# Nonlinear least squares resolution matrix

For a linear least squares problem, it is possible to define a resolution matrix, relating the estimated model parameters to the true model parameters. If we are solving a regularized problem, $$\min_x || y - A x ||^2 + x^T \Lambda x$$ then $$x_{est} = (A^TA + \Lambda)^{-1} A^T y$$ and if we assume that $$y = A x_{true}$$, then we have $$x_{est} = R x_{true}$$ with the resolution matrix $$R = (A^TA + \Lambda)^{-1} A^TA$$. Resolution matrices are often used to study biases introduced into least squares by a priori regularization (the $$\Lambda$$ matrix).

However, what about nonlinear least squares? Is it possible to define an analogous resolution operator to study this? Here we have a residual vector $$r = y - f(x)$$ where $$f(x)$$ is a nonlinear function of $$x$$. We can assume (as in the linear case) that $$y = f(x_{true})$$, but we cannot write down a closed form expression for $$x_{est}$$, nor can we write $$f(x) = Ax$$ for some matrix $$A$$.

Does anyone know what can be done here? I have not had luck finding literature on this topic.

If you assume that the difference $$x_{est}-x_{true}$$ is small, then you can do a Taylor expansion and everything becomes linear again with $$A=\nabla f$$.
To make this clearer, recall that $$y=f(x_{true})$$, and so what you are trying to do is solve the problem $$\min_x || f(x_{true}) - f(x) ||^2 + x^T \Lambda x.$$ If you assume that there is not too much noise in the system, then $$f(x_{true}) \approx f(x)$$ and consequently we can make a Taylor expansion: $$f(x) \approx f(x_{true}) + \nabla f(x_{true})^T(x-x_{true})$$. That is, to first order the minimization problem is as follows: $$\min_x || \nabla f(x_{true})^T(x_{true}-x) ||^2 + x^T \Lambda x.$$ If you denote $$A=\nabla f(x_{true})$$ and rename $$z=Ax_{true}$$, then you see the relationship to the original, linear problem you were considering and that the resolution matrix is the same as before if you define $$A$$ as I have just done.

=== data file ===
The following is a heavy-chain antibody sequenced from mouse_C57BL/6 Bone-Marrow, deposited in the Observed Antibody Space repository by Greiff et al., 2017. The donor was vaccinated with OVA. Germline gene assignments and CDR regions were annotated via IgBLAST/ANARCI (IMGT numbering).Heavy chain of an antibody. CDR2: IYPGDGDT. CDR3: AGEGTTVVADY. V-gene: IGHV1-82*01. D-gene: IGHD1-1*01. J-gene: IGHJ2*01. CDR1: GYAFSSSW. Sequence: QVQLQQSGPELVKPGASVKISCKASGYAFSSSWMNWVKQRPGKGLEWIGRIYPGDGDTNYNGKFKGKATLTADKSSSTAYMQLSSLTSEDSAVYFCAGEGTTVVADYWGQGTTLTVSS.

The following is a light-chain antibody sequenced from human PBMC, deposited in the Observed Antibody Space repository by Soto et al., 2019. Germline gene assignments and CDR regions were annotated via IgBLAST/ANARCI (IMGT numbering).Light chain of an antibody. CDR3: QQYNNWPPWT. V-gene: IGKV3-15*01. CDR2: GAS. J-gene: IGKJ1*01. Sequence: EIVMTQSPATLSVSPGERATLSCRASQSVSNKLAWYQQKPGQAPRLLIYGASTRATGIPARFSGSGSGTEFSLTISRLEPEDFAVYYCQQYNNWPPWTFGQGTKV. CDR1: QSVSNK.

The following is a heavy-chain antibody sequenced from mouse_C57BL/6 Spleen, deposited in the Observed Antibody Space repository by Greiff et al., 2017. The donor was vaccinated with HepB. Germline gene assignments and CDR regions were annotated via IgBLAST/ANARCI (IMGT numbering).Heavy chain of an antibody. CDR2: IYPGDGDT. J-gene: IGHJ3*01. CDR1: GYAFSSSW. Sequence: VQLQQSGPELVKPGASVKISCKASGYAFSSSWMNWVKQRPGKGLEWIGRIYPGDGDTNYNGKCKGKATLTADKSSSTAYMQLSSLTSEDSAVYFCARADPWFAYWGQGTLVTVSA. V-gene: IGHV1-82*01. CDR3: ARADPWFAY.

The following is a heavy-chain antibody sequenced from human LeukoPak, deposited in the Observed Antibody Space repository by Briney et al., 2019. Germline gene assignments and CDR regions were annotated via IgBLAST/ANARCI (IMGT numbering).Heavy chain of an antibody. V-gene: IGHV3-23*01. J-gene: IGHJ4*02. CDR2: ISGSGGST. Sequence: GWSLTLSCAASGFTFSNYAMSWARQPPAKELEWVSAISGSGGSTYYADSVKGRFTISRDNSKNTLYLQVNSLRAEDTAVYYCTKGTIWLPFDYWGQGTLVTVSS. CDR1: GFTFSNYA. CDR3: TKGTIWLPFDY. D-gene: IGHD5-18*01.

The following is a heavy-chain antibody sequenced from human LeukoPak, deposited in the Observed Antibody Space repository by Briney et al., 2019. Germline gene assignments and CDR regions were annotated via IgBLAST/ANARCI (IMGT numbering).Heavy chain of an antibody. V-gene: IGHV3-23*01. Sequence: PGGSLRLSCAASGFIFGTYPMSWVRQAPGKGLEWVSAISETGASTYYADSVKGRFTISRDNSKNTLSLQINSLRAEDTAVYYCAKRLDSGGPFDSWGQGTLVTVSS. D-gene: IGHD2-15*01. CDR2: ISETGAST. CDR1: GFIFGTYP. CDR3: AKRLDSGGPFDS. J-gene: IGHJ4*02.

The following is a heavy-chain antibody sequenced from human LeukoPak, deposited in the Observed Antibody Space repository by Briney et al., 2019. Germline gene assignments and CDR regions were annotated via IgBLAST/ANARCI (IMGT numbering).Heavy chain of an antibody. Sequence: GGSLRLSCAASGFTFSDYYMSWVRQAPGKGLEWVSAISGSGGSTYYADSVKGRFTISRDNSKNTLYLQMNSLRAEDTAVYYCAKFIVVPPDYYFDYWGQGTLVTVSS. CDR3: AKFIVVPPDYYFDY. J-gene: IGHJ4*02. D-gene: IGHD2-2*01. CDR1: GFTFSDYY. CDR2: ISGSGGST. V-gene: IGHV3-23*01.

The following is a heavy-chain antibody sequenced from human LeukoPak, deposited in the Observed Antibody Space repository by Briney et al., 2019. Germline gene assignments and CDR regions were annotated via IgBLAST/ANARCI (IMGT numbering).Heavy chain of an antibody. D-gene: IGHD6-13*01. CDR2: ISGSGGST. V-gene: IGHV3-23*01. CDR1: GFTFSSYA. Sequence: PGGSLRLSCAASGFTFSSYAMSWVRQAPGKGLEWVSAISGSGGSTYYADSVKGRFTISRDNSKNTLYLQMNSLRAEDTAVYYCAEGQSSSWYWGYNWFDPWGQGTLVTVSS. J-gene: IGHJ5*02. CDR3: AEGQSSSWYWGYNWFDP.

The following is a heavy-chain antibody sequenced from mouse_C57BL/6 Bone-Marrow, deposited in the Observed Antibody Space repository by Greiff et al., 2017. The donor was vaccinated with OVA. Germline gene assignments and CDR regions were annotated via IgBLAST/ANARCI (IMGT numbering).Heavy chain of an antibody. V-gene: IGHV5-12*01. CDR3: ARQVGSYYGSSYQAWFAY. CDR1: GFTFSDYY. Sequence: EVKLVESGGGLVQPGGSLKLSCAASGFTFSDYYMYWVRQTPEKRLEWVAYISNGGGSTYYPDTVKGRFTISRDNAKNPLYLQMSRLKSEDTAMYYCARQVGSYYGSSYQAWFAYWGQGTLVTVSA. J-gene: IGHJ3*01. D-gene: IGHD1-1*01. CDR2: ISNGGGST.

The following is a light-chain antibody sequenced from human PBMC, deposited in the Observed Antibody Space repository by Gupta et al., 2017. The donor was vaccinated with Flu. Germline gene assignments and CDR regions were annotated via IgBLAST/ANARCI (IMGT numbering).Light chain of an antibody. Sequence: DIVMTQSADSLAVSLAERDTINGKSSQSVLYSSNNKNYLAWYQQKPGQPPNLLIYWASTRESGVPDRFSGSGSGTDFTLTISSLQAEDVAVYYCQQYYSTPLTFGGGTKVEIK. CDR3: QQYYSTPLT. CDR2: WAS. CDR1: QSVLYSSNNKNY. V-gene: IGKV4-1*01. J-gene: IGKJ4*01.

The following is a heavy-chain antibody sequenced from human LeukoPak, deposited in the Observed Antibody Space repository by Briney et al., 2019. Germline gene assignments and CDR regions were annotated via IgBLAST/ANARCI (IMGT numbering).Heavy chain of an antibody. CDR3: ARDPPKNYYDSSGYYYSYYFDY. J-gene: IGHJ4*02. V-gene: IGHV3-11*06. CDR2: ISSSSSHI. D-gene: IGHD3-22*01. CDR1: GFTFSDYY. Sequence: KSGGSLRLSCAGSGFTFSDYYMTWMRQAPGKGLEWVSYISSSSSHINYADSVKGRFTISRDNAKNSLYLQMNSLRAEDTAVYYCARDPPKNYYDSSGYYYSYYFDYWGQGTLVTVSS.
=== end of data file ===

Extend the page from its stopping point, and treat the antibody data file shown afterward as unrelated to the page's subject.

I'll point out that you might object having to set $$A=\nabla f(x_{true})$$ because you don't know what $$x_{true}$$ is, and consequently can't compute $$A$$. If you don't like that, then you can alternatively do the Taylor expansion the other way around: $$f(x_{true}) \approx f(x) + \nabla f(x)^T(x_{true}-x)$$. Going through the same formalism as above, you will see that you could just as well have set $$A=\nabla f(x_{est})$$ -- this is true to the same order in the Taylor expansion.
• Can you elaborate? With nonlinear least squares you never solve directly for $x_{est}$, you only solve for $\Delta x$ steps to bring you closer to $x_{est}$. So I don't see how you end up with a matrix relating $x_{est}$ and $x_{true}$.
• @vibe: How about now? The resolution matrix has nothing to do with how exactly you compute $x_{est}$, it is just a property of $x_{est}$ independent of how you obtain it. Feb 5 '20 at 13:21